‘The protesters from Extinction Rebellion have a point – I was tempted to join them.’
Mike Bonte-Friedheim is not your typical eco-warrior. The former Goldman Sachs banker spent Christmas in St Lucia with his family (he offset his carbon emissions, he tells us), drives a BMW and has homes in both London and Majorca.
But his solar energy group, NextEnergy Capital, is one of Europe’s biggest investors in solar projects, with $2.3billion (£1.8billion) invested – and the City is finally starting to fall in line with his lucrative brand of climate change evangelism by switching investments from fossil fuels to renewable energy.
On the day we meet at Bonte-Friedheim’s third-floor Mayfair office, which gave him a ringside view of Extinction Rebellion’s latest London protests – ‘I was tempted to join in’, he says – the world’s biggest asset manager, BlackRock, said it will no longer actively invest in major coal producers.
BlackRock’s co-founder and chief executive Larry Fink said his £5.7trillion giant will instead increase the money it invests in sustainable firms from £68billion to £760billion.
The billionaire’s conversion followed Bank of England governor Mark Carney’s warning to City chiefs last month that some of their assets would become ‘worthless’ unless they woke up to the climate change crisis.
‘There will be trillions of dollars invested in solar over the next ten, 20 years,’ predicts Bonte-Friedheim, who founded NextEnergy 13 years ago. It’s a bold claim, but perhaps more believable after last week. The changing mood now sweeping City circles is clearly music to his ears.
He says the interventions were ‘hugely significant’ – and not just because a four-degree Centigrade rise in global temperatures would put the Caribbean hotel he stayed at over Christmas ‘nine metres under water’.
‘It is fundamental that high-profile market participants, such as Larry and Mark, put that message out very clearly. Because to rapidly effect change we need to deploy capital for renewable energy and other carbon reducing investment strategies,’ Bonte-Friedheim says.
Scandinavian investors, such as Norwegian pension fund KLP, are ‘really pushing’ to invest in his group’s 90 solar assets while funds in the UK, the US and Europe are ‘well behind’.
‘To make the climate change crisis clear to financial decision-makers, we need society to say, ‘You’re managing our pension money, do something’,’ he adds.
Whatever your views on climate change, the 53-year-old has clearly identified a major opportunity ahead of the curve and staked his career on it.
Bonte-Friedheim was born in Kenya before his family moved to Rome for his German father’s job. After completing an MBA he worked on the energy advisory desks at Credit Suisse, Morgan Stanley and Goldman Sachs. He launched Next-Energy using savings from his investment banking career.
He says he is now a committed environmentalist who partly powers his West London home by solar panels and Tesla battery storage that charges overnight from the National Grid (his favourite band, he confides, is the aptly-named Australian heavy metal group AC/DC).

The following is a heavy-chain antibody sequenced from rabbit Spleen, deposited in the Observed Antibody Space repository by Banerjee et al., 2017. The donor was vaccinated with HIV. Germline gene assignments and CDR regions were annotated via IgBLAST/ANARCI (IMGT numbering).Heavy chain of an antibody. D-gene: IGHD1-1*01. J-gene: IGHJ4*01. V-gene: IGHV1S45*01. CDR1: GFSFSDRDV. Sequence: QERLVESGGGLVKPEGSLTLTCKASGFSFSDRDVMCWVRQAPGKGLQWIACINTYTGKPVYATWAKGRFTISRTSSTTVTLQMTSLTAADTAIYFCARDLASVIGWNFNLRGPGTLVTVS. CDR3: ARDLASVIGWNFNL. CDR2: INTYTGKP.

‘I’m living the strategy,’ he beams. That strategy has been to invest in solar energy projects across the UK, Italy and, more recently, the US. The investments are held across three funds that are backed by pension funds and wealth managers, including Fink’s very own BlackRock.
Investors in the flagship FTSE 250-listed NextEnergy Solar Fund receive dividends from profits made by selling the electricity generated by the solar assets to suppliers including Shell, EDF Energy and Centrica.
Over the six months to September 30 last year, NextEnergy Solar Fund generated enough electricity to power 134,000 homes, equivalent to Bradford and Bournemouth combined, producing a 6.7 per cent shareholder return.
Its profits are boosted by taxpayer-funded subsidies. NextEnergy Solar Fund received £45.3million of incentives over the year to March 2019 through Feed-In-Tariffs and Renewable Obligation Certificates.
But the costs of building solar plants have reduced by 90 per cent since NextEnergy launched in 2007. Bonte-Friedheim says his firm’s solar projects are now ‘financially viable’ without subsidies.
Last year, the group opened its first two subsidy-free solar plants, Hall Farm II in Leicestershire and Staughton in Bedfordshire, the UK’s largest subsidy-free solar plant.
He says increasing numbers of Britons will lead sustainable lives through switching to renewable energy suppliers, driving electric and hybrid cars and installing electric boilers to heat their homes. ‘I call it the electrification of GDP.’
Bonte-Friedheim hopes to double his group’s assets under management to $4.6billion in three years, and says revenues will double too.
A recent study by Professor Christian Breyer of Finland’s Lappeenranta University predicts solar will generate 69 per cent of global electricity supply by 2050 – the Government’s deadline for the UK achieving zero carbon emissions.
In the meantime, he wants the Government to ‘not put sticks in our spokes’ by hampering his firm with regulation.
He says: ‘The way I often describe my policy requirements is I just need governments not to impede us – just get out of my way. ‘Because economically I can make solar work. I don’t need your help, I don’t need cash from you. I just need you to make our life easy so we can build as much solar as possible.’